Reposted from The Boston Globe
While the soup-wielding climate activists of Europe have yet to target the Museum of Fine Arts, the Huntington Avenue collection has been under a different kind of threat recently: Over the past two years there have been a pair of troubling water leaks in the building, including one earlier this month, caused by freezing pipes that burst in the attic, sending water pouring into the galleries below.
No artworks were damaged in either incident, MFA officials said. That’s in part because the museum’s in-house security guards were quickly on the scene, deploying plastic coverings to protect masterpieces and using garbage cans to catch falling water — work praised by MFA officials, who said the museum was “grateful for their action.”But the museum’s security officers say their situation could change dramatically if management prevails in the increasingly bitter contract negotiations with the guard union. Their main concern: management’s proposal to transfer their employment to an outside security firm.
“They want to end our employment with the museum,” said John Moore, president of the Museum Independent Security Union, known as MISU. “In order to stay working at the museum, we would have to undergo a background check from an outside company that would take on our union and become our employer.”
The number of in-house security guards at the MFA has plummeted in recent years, and the museum already relies often on outside guards to fill any shortfalls.
In a pair of letters addressed to the union’s roughly 50 security officers, MFA director Matthew Teitelbaum sought to assure them the museum will “keep the security unit whole.”
We “are committed to ensuring that all members of the MISU would remain in their current positions even if there was a transfer of employment,” Teitelbaum wrote in a letter dated Feb. 7 and shared with the Globe. “Above all, we are committed to working only with a partner that shares the MFA’s values and understands the role of each member of the security team.”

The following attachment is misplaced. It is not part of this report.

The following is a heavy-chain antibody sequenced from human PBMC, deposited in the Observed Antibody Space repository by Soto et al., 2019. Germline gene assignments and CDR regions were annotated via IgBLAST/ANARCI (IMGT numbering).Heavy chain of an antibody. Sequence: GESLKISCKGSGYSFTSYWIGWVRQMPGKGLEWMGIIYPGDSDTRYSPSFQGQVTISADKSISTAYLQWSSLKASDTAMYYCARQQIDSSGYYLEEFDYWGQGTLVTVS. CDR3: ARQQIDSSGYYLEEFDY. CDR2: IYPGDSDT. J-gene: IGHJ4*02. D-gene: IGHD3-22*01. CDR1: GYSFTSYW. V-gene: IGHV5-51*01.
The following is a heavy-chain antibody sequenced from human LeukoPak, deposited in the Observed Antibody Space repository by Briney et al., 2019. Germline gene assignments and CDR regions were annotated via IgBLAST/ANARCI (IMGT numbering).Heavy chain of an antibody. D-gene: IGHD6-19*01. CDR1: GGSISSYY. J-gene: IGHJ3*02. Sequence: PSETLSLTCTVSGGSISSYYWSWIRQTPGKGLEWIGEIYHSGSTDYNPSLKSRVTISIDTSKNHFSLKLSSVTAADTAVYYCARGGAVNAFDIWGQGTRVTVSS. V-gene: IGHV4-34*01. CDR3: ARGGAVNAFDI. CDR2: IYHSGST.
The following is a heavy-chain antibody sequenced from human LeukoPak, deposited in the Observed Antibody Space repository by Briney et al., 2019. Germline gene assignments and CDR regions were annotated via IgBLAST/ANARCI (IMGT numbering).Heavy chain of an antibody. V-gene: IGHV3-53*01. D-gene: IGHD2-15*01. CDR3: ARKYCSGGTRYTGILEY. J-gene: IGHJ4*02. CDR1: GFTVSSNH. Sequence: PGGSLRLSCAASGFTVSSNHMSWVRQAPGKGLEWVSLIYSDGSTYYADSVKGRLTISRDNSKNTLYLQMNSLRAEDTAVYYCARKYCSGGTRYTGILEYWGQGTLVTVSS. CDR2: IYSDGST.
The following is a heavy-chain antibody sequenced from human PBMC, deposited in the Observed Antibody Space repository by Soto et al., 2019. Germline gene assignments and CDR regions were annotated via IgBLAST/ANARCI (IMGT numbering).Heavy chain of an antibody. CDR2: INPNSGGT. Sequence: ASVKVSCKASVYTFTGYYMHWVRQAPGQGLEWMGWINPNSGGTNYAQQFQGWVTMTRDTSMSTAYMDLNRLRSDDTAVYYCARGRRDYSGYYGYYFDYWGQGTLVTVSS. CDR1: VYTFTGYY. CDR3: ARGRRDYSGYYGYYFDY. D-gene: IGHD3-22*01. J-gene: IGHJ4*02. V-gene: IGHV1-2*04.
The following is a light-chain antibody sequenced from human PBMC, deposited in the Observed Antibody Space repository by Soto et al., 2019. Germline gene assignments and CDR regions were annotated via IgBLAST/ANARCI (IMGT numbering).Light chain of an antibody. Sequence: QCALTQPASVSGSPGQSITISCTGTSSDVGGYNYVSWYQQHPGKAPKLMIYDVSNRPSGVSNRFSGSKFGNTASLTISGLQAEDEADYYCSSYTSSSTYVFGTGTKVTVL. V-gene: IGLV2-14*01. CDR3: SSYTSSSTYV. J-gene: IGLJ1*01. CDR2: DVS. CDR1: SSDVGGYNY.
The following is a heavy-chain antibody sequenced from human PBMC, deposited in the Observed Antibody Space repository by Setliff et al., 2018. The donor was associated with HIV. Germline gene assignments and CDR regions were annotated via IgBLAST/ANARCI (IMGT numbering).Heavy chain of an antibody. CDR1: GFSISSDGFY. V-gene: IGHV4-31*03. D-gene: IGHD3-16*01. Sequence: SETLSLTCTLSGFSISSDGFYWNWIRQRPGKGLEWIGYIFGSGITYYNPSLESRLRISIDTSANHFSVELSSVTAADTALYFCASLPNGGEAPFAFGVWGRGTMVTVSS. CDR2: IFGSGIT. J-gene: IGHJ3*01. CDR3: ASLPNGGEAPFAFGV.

The museum’s director of public relations, Karen Frascona, said the MFA needs to outsource guard duties and management because it faces “increasingly complex security issues.” She added that outsourcing guards would free up managers to focus on “a more global and strategic approach to ensuring the safety of our staff, visitors, and the collection.”
“We believe this is the most effective way for MFA security to remain strong in the years ahead,” Frascona said via e-mail. She added that the museum would only move forward once it has identified a firm that “can match the compensation and generous benefits that our protective services staff enjoy today and will continue to enjoy under our proposed contract.”
The conflict arrives at a critical moment for museums, as their workers across the country have sought to unionize and pandemic-era ticket sales remain anemic. Meanwhile, museums have been under pressure to reduce their overt security presence, even as climate activists target their galleries for high-profile stunts, including throwing food at artwork.
In Boston, the recently formed MFA Union went on strike before signing its first contract agreement last summer. Meanwhile, museum visits remain far below pre-pandemic levels, with 550,000 fewer visitors in 2022 than in 2019, a decline of nearly 45 percent. The museum’s operating budget is also diminished, off some $8.5 million between fiscal years 2019 and 2022.
Then there are the leaks.
On Jan. 3, 2021, a computer malfunction caused HVAC coils to freeze and burst in the attic above a large gallery devoted to Impressionism. The rupture, which occurred while the museum was shuttered by the pandemic, sent water flowing down a gallery wall, coursing behind prized masterworks by Manet, Gustave Caillebotte, and Degas.
In the second incident, on Feb. 4, as temperatures in the negative double digits wreaked havoc on pipes around the city, a mechanical failure caused a coil in the same attic to freeze and fracture. Water cascaded from the ceiling into one of the museum’s newly renovated galleries for Dutch and Flemish art, dripping near Golden Age splendors including a pair of beloved Rembrandt portraits.